Caring is a response to the variety of features of moral situations: need, harm, past promises, role relationships etc. In the case of need, our obligation to respond in an appropriately caring way arises when we are able to respond to need. We can roughly distinguish needs here from desires by describing a need as something that is basic for our survival and our ability to have a minimally decent life. Desires, on the other hand, are for things we merely want. Humans need some things for their very survival: food, clothing, shelter, and health care are examples here. There are also other things that we need for a minimally decent life. Aristotle cites friendship; Mill cites liberty and Rawls offers self-esteem as a need in this sense. Still, there is no universal, cross-cultural understanding of need. Rather, need is mediated by a number of factors including family, culture, economic class, gender and sexuality, disability and illness. Finally, as we respond to needs, we should recognize the vast differences in power that exist. Sometimes, people are unwilling to express their needs freely because they fear that their needs will not be met. They may even be in such a state of dependence or despair that they are no longer able to identify their needs.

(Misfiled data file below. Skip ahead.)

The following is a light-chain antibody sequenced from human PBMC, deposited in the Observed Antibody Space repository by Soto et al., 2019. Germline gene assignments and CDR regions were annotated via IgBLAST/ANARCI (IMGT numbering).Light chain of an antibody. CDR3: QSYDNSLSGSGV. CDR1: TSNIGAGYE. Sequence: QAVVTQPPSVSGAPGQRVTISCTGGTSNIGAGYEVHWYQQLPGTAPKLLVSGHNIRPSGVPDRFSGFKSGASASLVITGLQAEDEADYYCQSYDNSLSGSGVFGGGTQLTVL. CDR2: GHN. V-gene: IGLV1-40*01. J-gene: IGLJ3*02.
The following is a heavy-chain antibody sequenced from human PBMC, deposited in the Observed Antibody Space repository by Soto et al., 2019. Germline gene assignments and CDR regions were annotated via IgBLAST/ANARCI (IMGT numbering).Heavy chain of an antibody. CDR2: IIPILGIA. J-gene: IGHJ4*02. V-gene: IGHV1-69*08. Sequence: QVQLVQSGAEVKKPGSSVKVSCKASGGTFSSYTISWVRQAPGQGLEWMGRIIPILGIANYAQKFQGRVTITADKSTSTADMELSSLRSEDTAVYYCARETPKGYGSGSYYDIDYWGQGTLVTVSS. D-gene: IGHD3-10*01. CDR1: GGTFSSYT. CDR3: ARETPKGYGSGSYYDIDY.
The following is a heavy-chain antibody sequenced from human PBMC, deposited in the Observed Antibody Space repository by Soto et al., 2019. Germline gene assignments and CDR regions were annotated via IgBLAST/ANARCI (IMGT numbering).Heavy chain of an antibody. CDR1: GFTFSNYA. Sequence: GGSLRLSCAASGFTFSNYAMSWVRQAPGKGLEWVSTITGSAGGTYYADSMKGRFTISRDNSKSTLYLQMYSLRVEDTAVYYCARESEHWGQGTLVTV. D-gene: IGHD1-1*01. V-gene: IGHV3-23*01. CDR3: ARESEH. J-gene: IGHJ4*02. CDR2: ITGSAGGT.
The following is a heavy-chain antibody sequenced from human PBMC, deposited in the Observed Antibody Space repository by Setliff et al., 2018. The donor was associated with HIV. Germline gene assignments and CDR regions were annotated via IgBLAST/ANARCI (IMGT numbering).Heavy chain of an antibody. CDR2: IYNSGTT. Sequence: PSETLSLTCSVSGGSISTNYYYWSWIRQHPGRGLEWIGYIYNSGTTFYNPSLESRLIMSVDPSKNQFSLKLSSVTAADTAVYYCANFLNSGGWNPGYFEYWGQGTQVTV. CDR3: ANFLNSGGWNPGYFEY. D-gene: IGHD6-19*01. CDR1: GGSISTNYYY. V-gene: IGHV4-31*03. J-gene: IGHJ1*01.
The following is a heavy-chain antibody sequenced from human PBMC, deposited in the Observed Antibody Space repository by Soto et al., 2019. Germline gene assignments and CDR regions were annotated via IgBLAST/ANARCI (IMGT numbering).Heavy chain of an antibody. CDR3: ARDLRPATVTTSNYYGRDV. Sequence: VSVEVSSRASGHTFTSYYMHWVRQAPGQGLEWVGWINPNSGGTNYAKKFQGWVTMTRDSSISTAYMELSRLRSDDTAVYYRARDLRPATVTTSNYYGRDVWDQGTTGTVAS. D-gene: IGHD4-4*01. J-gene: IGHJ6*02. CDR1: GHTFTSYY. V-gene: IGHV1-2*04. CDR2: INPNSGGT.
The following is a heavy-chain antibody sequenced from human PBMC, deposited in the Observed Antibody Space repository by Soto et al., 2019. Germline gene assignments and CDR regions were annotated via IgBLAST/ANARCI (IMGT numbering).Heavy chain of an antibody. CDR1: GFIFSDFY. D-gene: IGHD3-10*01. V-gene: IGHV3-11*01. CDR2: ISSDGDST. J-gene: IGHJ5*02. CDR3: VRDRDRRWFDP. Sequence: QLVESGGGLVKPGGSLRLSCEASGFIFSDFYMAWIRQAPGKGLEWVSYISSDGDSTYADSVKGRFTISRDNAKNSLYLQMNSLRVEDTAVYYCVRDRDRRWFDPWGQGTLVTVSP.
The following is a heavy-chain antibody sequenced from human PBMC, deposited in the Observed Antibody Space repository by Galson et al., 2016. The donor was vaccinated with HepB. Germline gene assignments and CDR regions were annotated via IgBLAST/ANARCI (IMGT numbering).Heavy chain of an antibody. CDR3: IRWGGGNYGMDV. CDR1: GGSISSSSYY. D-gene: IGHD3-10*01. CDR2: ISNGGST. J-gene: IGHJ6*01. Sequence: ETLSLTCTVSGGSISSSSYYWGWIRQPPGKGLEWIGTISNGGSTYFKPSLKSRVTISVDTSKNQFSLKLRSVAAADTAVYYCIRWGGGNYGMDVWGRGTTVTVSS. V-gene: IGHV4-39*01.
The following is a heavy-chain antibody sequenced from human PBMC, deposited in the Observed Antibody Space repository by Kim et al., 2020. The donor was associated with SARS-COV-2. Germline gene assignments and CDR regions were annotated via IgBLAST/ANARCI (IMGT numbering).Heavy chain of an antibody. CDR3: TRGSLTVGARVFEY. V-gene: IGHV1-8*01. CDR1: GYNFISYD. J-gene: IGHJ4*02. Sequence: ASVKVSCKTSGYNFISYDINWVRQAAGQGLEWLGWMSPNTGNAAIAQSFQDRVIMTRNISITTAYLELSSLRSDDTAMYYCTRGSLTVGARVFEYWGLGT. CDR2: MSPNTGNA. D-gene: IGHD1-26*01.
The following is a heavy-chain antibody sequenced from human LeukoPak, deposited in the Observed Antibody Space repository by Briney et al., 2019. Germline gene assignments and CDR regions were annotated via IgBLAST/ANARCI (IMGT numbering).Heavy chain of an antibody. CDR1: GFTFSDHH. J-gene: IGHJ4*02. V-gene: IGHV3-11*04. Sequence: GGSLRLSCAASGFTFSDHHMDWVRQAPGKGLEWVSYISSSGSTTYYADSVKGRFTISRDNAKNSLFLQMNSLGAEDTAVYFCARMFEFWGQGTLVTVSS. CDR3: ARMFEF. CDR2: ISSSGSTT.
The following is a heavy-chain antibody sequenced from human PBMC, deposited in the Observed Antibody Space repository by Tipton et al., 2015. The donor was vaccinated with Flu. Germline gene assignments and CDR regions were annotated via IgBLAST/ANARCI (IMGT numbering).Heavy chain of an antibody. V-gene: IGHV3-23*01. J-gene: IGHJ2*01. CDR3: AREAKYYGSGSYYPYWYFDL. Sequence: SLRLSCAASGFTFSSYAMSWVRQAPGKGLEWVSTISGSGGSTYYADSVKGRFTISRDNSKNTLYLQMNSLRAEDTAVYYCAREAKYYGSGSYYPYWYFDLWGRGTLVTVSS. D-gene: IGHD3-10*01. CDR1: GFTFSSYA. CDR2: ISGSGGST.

i Michael Slote is a virtue theorist who also sees care as a virtue. See Morals from Motives. Oxford: Oxford University Press, 2001 ii Carol Gilligan, In a Different Voice. Cambridge, Mass.: Harvard University Press, 1982
You've reached the end of your free preview.
Want to read all 3 pages?
- Spring '11
- Ethics, Interpersonal relationship, Carol Gilligan